Augustus commissioned a 48 km aqueduct crossing the Gard River (France) on a triple deck of arches 300 m long and 50 m high. At an aqueduct in Lyons siphons pulled water up a ravine. An aqueduct commissioned by Hadrian supplied Carthage with water from a mountain 120 km away. An aqueduct at Segovia (Spain) crosses a valley on a series of arches 800 m long and 30 m high. It’s still in use.

Frontinus dared anyone to compare Roman aqueducts with the renowned but useless marble sculptures of the Greeks or Egypt’s Great Pyramids (“rock piles”). Architectural historians complain the aqueducts lack ostentation but Romans valued simplicity, precision, and utility. Even effete architectural historians marvel at the aqueducts’ perfected use of stone and concrete; their durability and economy. Arranging contrasting coloured bricks in a chessboard pattern was as festive as a Roman aqueduct engineer got. 

II. Canada's Bulk Water Export Ban is an Economic Crime

In the 1960s exporting Canadian water was topical. By the 1990s bulk water export was widely denounced as a treasonous folly. Current federal and provincial government doctrine is “no water for export.” Given Canada’s vast unused renewable water resources, this is tragic. The imposed consensus is that it is better to dump freshwater into the sea than to sell it.

Counting glaciers and lakes, Canada has 20% of the planet’s freshwater. In terms of “renewable” fresh water, basically river flow, Canada has 7% of global supply. Canada’s 23 major rivers dump 3.3 trillion cubic metres of freshwater into the sea every year. That’s 100,000 cubic metres per Canadian or 275 per citizen per day. A typical Canadian household uses one-third of a cubic metre a day. (1)

River flow is almost a moot point. Canadians hardly use this water. Two thirds of Canada’s river flow glides untouched into the Arctic Ocean or Hudson Bay. In the Northwest Territories the rivers of the Mackenzie Basin discharge 7,337 cubic metres per second into the Arctic. NWT’s population is 42,000. In British Columbia, on whose coast falls on average 5 metres of rain a year, river discharge is 1,600 times greater than water use. (2)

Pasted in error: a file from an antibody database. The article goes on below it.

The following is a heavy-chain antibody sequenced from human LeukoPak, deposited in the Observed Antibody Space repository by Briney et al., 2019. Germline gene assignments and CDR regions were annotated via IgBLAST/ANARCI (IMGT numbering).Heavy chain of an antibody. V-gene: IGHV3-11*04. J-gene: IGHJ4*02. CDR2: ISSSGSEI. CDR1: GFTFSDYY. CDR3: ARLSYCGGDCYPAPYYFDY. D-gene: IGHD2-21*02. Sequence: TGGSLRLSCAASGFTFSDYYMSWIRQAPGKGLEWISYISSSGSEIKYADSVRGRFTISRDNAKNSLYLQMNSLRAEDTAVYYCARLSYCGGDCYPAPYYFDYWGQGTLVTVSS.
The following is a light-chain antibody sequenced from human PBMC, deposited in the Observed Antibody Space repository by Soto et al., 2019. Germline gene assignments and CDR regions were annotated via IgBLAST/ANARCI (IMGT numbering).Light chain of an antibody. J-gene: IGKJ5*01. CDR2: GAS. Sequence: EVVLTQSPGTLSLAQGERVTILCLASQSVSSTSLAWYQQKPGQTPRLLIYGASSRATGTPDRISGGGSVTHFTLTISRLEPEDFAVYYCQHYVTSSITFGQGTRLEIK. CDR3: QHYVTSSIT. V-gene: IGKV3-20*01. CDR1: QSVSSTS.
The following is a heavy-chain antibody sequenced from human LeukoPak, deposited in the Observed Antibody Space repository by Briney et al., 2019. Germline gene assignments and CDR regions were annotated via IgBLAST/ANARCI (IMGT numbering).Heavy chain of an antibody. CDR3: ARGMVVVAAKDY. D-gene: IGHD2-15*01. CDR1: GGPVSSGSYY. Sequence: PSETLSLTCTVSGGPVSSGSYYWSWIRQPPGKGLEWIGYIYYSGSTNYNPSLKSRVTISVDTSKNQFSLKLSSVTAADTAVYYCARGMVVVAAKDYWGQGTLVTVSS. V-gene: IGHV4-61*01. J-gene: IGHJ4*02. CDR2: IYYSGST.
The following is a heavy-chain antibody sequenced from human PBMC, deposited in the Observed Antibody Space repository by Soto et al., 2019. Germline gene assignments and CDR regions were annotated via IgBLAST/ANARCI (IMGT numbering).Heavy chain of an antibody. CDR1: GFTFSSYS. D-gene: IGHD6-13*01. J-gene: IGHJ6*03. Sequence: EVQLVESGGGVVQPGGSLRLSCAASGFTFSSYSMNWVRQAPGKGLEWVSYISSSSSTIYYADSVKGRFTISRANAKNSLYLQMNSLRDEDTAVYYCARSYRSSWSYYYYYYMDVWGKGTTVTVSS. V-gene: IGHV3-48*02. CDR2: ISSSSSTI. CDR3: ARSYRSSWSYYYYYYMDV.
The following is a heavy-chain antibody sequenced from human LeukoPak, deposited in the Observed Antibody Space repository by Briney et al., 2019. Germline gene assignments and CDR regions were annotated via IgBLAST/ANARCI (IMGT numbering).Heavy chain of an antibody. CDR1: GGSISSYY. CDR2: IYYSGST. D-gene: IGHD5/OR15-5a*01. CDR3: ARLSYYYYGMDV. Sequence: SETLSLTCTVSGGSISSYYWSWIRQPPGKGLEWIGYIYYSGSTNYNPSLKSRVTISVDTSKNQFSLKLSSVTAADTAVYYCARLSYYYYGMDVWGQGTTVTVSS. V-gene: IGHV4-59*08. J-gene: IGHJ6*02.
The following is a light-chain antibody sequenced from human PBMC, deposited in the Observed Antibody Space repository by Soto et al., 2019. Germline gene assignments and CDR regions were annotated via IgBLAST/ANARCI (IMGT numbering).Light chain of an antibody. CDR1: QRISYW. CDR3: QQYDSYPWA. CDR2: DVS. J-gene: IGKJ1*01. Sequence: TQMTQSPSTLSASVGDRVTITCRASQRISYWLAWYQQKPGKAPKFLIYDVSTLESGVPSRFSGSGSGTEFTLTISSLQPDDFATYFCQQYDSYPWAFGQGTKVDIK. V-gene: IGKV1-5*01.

Although ground water constitutes only 7% of Canada’s supply, it is much used. A third of Canadians get their water from wells. Two-thirds of rural Canadians and all Prince Edward Islanders rely on wells. (3)

Many Canadians rely on lakes. Canada’s two million lakes cover 891,000 sq km. The five Great Lakes, the planet’s largest confluence of freshwater, are 36% within Canada. Other large lakes lie entirely inside Canada. Great Bear covers 31,328 sq km to depths of 413 metres. Great Slave covers 28,568 sq km to depths of 614 metres. Lake Winnipeg covers 24,387 sq km; Lake Athabasca covers 7,935 sq km; Lake Nipigon 4,898 sq km, and so on. For comparison: the country of Wales covers 20,732 square km. If the UK (243,073 sq km) was suddenly endowed with Canada’s lakes the country would be deeply submerged. 60 million Brits would be clinging to rafts, their shouts about water scarcity inaudible over the pounding rain.

Canadians were amenable to water export during the Diefenbaker years (1957-1963). Even as late as 1965 the Canadian government informed the US Chamber of Commerce’s National Water Conference that water might be sold to the US or exchanged for access to the US market. Then, with environmentalism’s rise, water export became an emotional issue. Federal officials began proclaiming water was a priceless social asset, unique among commodities, and so precious no right-minded government would ever trade it away. Provincial premiers lined up to oppose water exports. By 1984 the Federal Environment Minister could emphatically “reject the contention that water is available for export.” (4) The 1987 Federal Water Policy pronounced: “the federal government will take all possible measures within the limits of its constitutional authority to prohibit the export of Canadian water.” (5) In 2004 a former Canadian deputy prime minister quipped that any Canadian politician promoting bulk water export would be quickly out of a job. (6)